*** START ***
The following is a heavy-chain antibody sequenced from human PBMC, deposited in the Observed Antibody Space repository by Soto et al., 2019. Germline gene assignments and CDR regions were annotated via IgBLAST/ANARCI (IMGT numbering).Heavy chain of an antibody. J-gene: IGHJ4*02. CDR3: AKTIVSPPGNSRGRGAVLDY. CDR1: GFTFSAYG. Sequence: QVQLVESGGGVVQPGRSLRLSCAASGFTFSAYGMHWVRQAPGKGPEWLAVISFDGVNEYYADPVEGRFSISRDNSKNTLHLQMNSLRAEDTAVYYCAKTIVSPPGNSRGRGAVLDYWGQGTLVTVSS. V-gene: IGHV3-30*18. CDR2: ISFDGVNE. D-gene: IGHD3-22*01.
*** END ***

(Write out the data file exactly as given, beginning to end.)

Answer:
The following is a heavy-chain antibody sequenced from human PBMC, deposited in the Observed Antibody Space repository by Soto et al., 2019. Germline gene assignments and CDR regions were annotated via IgBLAST/ANARCI (IMGT numbering).Heavy chain of an antibody. J-gene: IGHJ4*02. CDR3: AKTIVSPPGNSRGRGAVLDY. CDR1: GFTFSAYG. Sequence: QVQLVESGGGVVQPGRSLRLSCAASGFTFSAYGMHWVRQAPGKGPEWLAVISFDGVNEYYADPVEGRFSISRDNSKNTLHLQMNSLRAEDTAVYYCAKTIVSPPGNSRGRGAVLDYWGQGTLVTVSS. V-gene: IGHV3-30*18. CDR2: ISFDGVNE. D-gene: IGHD3-22*01.